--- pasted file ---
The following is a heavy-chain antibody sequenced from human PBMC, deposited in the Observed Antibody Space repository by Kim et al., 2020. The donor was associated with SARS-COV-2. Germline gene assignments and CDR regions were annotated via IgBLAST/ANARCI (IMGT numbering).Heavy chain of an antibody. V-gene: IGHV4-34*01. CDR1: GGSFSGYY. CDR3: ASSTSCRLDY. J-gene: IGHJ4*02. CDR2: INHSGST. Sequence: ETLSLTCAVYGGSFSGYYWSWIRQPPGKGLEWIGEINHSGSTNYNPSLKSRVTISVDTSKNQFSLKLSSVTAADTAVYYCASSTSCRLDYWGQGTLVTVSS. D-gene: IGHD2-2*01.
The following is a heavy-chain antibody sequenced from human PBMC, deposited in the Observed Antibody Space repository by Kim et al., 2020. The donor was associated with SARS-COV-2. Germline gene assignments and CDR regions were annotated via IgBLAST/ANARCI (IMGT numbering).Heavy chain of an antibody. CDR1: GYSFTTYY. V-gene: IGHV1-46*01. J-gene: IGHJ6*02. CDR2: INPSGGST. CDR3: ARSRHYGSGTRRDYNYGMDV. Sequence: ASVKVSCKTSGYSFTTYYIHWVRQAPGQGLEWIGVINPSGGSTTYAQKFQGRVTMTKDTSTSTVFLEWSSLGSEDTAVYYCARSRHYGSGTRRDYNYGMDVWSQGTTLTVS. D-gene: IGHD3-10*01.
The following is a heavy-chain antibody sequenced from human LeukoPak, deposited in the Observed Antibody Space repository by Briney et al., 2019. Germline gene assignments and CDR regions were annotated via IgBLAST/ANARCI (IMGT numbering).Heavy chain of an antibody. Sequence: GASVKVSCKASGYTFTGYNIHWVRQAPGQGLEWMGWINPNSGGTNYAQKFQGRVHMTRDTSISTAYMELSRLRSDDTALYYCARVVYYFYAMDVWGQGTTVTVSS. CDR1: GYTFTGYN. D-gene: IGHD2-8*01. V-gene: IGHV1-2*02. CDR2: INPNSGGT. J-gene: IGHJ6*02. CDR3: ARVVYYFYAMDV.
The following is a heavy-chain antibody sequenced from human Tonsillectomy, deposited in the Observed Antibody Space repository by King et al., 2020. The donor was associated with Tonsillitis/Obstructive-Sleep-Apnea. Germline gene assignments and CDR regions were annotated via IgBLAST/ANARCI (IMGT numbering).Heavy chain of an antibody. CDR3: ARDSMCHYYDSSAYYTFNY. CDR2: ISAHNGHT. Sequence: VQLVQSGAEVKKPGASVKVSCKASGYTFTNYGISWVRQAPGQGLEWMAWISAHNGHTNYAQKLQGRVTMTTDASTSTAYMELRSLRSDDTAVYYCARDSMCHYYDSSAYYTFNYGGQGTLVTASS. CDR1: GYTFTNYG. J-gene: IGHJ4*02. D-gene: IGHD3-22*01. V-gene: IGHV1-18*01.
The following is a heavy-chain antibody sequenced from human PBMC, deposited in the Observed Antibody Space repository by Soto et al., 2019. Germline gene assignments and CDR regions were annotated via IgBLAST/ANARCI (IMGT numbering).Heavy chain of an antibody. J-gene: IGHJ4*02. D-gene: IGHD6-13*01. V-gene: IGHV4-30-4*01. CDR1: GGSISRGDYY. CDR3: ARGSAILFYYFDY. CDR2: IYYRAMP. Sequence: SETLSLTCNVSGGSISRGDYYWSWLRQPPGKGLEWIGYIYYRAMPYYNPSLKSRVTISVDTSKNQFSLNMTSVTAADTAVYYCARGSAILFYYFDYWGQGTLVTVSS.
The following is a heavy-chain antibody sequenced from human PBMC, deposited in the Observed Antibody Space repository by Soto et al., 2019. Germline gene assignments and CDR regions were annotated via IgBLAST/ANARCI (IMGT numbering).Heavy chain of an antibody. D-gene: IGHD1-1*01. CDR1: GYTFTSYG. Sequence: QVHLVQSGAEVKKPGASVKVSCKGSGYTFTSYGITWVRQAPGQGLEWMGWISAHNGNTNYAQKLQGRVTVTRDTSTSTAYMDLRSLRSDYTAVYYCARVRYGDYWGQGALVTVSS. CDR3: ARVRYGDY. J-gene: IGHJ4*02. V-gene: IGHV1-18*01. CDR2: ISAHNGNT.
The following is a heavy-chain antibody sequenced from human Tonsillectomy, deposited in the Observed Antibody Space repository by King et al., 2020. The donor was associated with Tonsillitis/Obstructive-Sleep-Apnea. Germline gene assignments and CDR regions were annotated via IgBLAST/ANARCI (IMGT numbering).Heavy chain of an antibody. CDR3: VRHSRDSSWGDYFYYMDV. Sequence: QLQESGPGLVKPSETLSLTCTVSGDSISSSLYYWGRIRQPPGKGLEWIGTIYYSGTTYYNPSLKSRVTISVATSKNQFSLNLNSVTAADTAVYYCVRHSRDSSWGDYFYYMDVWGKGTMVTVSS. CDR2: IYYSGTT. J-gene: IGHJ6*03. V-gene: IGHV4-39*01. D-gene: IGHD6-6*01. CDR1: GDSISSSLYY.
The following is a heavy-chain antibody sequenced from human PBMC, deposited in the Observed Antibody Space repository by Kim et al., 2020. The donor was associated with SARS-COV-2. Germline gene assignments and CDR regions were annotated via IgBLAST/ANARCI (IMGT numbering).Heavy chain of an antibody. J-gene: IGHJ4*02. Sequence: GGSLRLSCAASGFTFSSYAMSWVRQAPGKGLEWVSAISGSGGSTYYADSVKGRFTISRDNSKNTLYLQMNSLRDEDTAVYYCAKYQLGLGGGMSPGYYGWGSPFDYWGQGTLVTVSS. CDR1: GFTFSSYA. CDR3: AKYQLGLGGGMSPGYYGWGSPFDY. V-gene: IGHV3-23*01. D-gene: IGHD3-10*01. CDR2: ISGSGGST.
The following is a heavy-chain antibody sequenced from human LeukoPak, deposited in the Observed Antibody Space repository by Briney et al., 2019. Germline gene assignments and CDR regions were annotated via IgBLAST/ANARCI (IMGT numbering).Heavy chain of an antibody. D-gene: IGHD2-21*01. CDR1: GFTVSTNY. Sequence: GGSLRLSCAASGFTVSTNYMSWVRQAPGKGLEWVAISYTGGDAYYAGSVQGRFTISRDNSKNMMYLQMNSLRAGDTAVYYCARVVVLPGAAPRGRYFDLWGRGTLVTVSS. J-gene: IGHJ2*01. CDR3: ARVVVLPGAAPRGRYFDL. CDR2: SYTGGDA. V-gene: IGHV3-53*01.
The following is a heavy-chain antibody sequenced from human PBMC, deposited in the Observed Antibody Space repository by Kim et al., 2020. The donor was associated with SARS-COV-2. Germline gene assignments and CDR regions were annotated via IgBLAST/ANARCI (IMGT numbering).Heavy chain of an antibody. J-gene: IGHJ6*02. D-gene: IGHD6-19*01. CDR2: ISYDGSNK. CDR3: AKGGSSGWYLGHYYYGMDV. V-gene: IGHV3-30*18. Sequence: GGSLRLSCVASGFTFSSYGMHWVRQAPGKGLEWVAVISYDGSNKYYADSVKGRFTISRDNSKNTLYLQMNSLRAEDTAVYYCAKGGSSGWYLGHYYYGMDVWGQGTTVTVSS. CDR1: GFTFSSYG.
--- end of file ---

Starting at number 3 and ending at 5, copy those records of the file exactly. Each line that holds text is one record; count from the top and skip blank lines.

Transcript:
The following is a heavy-chain antibody sequenced from human LeukoPak, deposited in the Observed Antibody Space repository by Briney et al., 2019. Germline gene assignments and CDR regions were annotated via IgBLAST/ANARCI (IMGT numbering).Heavy chain of an antibody. Sequence: GASVKVSCKASGYTFTGYNIHWVRQAPGQGLEWMGWINPNSGGTNYAQKFQGRVHMTRDTSISTAYMELSRLRSDDTALYYCARVVYYFYAMDVWGQGTTVTVSS. CDR1: GYTFTGYN. D-gene: IGHD2-8*01. V-gene: IGHV1-2*02. CDR2: INPNSGGT. J-gene: IGHJ6*02. CDR3: ARVVYYFYAMDV.
The following is a heavy-chain antibody sequenced from human Tonsillectomy, deposited in the Observed Antibody Space repository by King et al., 2020. The donor was associated with Tonsillitis/Obstructive-Sleep-Apnea. Germline gene assignments and CDR regions were annotated via IgBLAST/ANARCI (IMGT numbering).Heavy chain of an antibody. CDR3: ARDSMCHYYDSSAYYTFNY. CDR2: ISAHNGHT. Sequence: VQLVQSGAEVKKPGASVKVSCKASGYTFTNYGISWVRQAPGQGLEWMAWISAHNGHTNYAQKLQGRVTMTTDASTSTAYMELRSLRSDDTAVYYCARDSMCHYYDSSAYYTFNYGGQGTLVTASS. CDR1: GYTFTNYG. J-gene: IGHJ4*02. D-gene: IGHD3-22*01. V-gene: IGHV1-18*01.
The following is a heavy-chain antibody sequenced from human PBMC, deposited in the Observed Antibody Space repository by Soto et al., 2019. Germline gene assignments and CDR regions were annotated via IgBLAST/ANARCI (IMGT numbering).Heavy chain of an antibody. J-gene: IGHJ4*02. D-gene: IGHD6-13*01. V-gene: IGHV4-30-4*01. CDR1: GGSISRGDYY. CDR3: ARGSAILFYYFDY. CDR2: IYYRAMP. Sequence: SETLSLTCNVSGGSISRGDYYWSWLRQPPGKGLEWIGYIYYRAMPYYNPSLKSRVTISVDTSKNQFSLNMTSVTAADTAVYYCARGSAILFYYFDYWGQGTLVTVSS.